In doing so, these families will receive all the benefits for which they are qualified. Instead a of piecemeal approach that can sometimes a person in the system, when you ensure they are enrolled in and receiving all applicable services in wraparound fashion you will move that person to economic and social self-sufficiency much more quickly and effectively.
If you agree with this concept, and it’s difficult to imagine a state that wouldn’t want to move its citizens to viable self-sufficiency sooner rather than later, then all you have to do is allow all of your human and social service systems and databases to talk to one another and to those of the federal government.
Again, all you have to do is agree. We will provide all of the technological assistance and technology transfer necessary to help you make this happen. Where you need financial assistance, we will provide that too. And that deal is one that every state should accept.
The federal government will provide 90 percent of all funds necessary for you to build out your social service systems. You provide the other 10 percent. Normally the going rate is more like 50 percent federal match. Even better, you have until Dec. 31, 2015 to draw this money down to help you build and perfect your system.
So, picture a system that allows states to root out fraud more easily because all of your systems are linked with all of the federal databases. You will be able to identify who’s receiving assistance but shouldn’t be easier than ever before. Moreover, you’ll be able to qualify folks for services that before went unused due to lack of system coordination.
You are not compelled to make your systems interoperable with one another or the federal government’s, it is not the law, but it is the right thing to do…for states and for your citizens.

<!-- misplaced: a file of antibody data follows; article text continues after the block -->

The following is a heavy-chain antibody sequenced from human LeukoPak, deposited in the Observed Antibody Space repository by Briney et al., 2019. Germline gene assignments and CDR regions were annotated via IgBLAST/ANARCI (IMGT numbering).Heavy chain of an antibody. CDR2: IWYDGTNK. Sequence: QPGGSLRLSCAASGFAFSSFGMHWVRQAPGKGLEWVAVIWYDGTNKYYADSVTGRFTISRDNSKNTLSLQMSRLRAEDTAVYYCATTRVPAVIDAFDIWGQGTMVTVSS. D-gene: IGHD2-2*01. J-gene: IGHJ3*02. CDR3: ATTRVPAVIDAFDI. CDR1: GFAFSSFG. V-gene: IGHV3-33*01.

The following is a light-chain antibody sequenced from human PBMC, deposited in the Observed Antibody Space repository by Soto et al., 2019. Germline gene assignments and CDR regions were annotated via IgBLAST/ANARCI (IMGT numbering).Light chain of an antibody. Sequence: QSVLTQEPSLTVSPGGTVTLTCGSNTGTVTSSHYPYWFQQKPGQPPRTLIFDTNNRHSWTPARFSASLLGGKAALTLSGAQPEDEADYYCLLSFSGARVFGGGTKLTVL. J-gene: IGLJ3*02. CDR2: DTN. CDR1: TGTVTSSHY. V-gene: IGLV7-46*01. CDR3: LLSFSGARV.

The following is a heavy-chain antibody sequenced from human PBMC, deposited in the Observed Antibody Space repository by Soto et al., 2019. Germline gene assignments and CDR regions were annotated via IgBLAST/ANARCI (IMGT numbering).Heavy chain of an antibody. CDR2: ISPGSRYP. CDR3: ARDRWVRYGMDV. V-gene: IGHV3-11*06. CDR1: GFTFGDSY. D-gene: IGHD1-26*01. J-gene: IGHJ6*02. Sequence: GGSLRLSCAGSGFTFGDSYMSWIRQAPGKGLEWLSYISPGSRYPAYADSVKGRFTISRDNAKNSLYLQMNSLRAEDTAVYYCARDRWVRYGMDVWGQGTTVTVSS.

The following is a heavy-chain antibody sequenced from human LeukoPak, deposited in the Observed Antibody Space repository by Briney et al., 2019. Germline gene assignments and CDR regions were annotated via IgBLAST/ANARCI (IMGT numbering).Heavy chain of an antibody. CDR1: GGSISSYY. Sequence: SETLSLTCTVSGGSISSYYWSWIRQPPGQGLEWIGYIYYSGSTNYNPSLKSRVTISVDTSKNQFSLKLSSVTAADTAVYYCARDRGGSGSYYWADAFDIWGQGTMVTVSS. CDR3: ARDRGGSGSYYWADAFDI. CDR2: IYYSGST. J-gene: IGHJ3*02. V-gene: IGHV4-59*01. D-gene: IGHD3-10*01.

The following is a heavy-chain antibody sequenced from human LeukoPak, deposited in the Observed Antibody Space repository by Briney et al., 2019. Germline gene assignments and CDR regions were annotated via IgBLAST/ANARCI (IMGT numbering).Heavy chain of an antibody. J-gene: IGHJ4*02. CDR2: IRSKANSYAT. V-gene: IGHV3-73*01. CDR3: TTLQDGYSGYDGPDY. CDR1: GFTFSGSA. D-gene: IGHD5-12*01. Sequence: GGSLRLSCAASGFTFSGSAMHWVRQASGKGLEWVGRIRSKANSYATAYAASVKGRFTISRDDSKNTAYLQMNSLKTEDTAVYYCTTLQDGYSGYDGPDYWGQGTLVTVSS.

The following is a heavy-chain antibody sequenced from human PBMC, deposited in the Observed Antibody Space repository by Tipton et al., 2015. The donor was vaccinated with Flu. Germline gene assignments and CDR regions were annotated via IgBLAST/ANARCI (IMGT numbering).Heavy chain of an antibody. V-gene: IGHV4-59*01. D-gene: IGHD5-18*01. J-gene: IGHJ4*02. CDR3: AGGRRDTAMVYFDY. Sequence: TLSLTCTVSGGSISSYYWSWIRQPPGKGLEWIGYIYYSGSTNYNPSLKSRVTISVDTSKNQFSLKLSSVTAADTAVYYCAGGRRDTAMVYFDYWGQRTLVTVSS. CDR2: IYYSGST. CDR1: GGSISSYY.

There is real value here no matter your political persuasion. So, again, we may be providing some guidance and asking you to join us to make human services more efficient and effective, but we are not compelling you as states.
Another area where the Obama Administration is exploring ways to spark state level innovation is in the area of child welfare. The IV-E waiver is the vehicle and has for years states have used it create foster care and adoption services to greatly reduce the number of children in out-of-home care, while increasing the number achieving permanency within the federal time standards.
That’s good for states, but it’s been great for kids. When it comes to safely reducing the number of children in foster care and reuniting them with their parents or finding permanent loving homes through adoption, we have seen profound improvements brought about by granting states more control over how they spend money.
Where states took full advantage of the flexibility that came with the IV-E waivers, we saw innovative approaches in family safety services that led to dramatic reductions in the numbers of children in out-of-home care.
Since those states were allowed maximum spending flexibility, they also saw corresponding increases in children achieving permanency within the federal time standards.
So, from the first, extremely successful, round of IV-E waivers, we learned many things about getting children out of foster care and into permanent living arrangements through reunification, adoption and guardianship.
In Florida, perhaps the largest single IV-E waiver experiment, the innovation concept included local communities as well. We asked communities to step up and lead the effort to create a new system of care there. The community based care model was so radical at the time; many didn’t give it a chance to succeed. Now, it’s a model to be emulated.